A returning point in the book is that authority is going to change. The one-way politics, business and media are coming to an end. Blogs give people the ability to talk back. In business, the producer/customer boundaries fades. Companies used to tell customers what to buy. Why aren’t they listening what customers tell them what to build? In the essays and interviews there are given tips for marketeers. New media have given marketing a new approach. According to several professionals in the book, companies have to listen to their customers. Qualitative data is important: it’s not only important what they want, but also why. Another point they make is the rise of the word of mouth. Bloggers can make or break a product. People want independent information. Several times the book discuss the people’s distrust of the mainstream media & politics. I think this is also going on with the advertisement industry. When you see consumer programs on tv you see how manipulative some advertisements are. These programs are making you aware of that. Before the internet exists the word of mouth was a local thing. Friends or family tell you that they are very content with a product and then you also buy it. Nowadays in the internet area, people have the ability to look up what independent customers say about products.

 

Niche media and niche advertising is also an important issue in the book. In the mass area advertisements where made for the mass. They where broadcasted on television or on billboards. The drawback is that the biggest part of society are not interested in that product. For example, if you don’t have children you are not waiting to see an advertisement for baby food. The internet area gives the ability to connect companies with the people who want to buy their products.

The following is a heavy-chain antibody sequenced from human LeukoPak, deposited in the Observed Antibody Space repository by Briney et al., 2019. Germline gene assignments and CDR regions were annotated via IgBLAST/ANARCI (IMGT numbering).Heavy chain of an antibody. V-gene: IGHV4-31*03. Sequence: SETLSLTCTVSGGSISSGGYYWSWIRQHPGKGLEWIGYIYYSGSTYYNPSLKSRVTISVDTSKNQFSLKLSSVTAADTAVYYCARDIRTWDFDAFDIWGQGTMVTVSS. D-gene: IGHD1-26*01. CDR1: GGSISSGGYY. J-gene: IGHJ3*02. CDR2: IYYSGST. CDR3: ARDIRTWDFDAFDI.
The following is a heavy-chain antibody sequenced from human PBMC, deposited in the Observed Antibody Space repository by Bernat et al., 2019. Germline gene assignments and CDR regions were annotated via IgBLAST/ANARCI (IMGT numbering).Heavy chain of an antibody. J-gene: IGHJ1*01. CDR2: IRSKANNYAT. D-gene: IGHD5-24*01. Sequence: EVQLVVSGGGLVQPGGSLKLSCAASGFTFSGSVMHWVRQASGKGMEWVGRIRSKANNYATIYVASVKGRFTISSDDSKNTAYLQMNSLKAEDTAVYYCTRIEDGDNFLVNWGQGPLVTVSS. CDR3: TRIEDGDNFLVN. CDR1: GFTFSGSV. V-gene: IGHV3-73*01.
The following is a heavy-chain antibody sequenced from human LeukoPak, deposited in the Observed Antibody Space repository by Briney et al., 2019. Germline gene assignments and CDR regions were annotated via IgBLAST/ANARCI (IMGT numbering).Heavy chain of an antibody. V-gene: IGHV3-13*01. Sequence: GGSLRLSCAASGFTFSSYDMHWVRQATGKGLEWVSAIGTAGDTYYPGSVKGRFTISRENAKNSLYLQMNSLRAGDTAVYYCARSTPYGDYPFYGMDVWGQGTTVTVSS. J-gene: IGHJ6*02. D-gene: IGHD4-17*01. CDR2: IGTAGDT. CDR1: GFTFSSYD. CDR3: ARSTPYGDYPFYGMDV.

The bloggers in the book are giving advice: companies have to be transparent. They have to be honest en self-critic, because they must give the ability for customers to give comment. To communicate with the customer, to be open. Customers want authenticity and real opinions. They don’t want the PR talk.

 

Media & culture

Stephen Baker and Heather Green concluded that blogging is a conversation. And that aspect is important I think. David Kline is comparing the mainstream media too much with the blogosphere. He talks within the discourse of the ‘citizen journalists’. But are bloggers journalist? Kline is asking the question if blogging means the death of Big Media. I think the blogosphere have influence, but I don’t think they take over the mainstream media. Not every blogger has the ambition to be a journalist. I think most of the people already have a job and blog in their free time. It’s also for the people creating movies. Nowadays it’s easy to make a movie and put it online, but that will not mean that everybody is a professional like Stephen Spielberg or has the ambition to be him. The mainstream media can use bloggers to cooperate, to go in conversation with them. I think it’s the same for politics and business. In a conversation you can learn from each other. That’s also what Joi Ito says: “A lot of the media are thinking about blogs as a new form of publishing but it’s really a new form of conversation and a new form of community” (150). It is not one-way anymore. Politicians, companies and media have to go in conversation with the people.